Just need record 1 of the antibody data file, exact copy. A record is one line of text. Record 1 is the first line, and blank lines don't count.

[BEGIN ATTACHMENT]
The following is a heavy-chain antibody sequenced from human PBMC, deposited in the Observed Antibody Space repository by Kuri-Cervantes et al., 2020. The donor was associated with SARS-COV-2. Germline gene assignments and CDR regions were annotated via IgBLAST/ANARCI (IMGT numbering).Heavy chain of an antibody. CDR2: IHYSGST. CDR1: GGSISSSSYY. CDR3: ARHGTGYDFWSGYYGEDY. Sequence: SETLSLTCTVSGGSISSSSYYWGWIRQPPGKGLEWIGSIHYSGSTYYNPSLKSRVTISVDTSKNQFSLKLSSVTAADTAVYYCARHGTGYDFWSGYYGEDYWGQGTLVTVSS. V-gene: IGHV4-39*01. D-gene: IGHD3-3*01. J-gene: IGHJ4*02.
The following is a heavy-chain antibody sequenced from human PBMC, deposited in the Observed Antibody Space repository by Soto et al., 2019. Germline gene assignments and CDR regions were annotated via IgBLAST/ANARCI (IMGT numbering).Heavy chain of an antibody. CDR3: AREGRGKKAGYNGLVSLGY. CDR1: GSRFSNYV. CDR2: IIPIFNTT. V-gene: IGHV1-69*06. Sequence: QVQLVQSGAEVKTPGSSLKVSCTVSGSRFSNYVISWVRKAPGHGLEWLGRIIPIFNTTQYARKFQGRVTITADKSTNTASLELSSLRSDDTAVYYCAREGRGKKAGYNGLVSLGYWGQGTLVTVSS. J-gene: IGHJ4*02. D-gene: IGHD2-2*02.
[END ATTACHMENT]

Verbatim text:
The following is a heavy-chain antibody sequenced from human PBMC, deposited in the Observed Antibody Space repository by Kuri-Cervantes et al., 2020. The donor was associated with SARS-COV-2. Germline gene assignments and CDR regions were annotated via IgBLAST/ANARCI (IMGT numbering).Heavy chain of an antibody. CDR2: IHYSGST. CDR1: GGSISSSSYY. CDR3: ARHGTGYDFWSGYYGEDY. Sequence: SETLSLTCTVSGGSISSSSYYWGWIRQPPGKGLEWIGSIHYSGSTYYNPSLKSRVTISVDTSKNQFSLKLSSVTAADTAVYYCARHGTGYDFWSGYYGEDYWGQGTLVTVSS. V-gene: IGHV4-39*01. D-gene: IGHD3-3*01. J-gene: IGHJ4*02.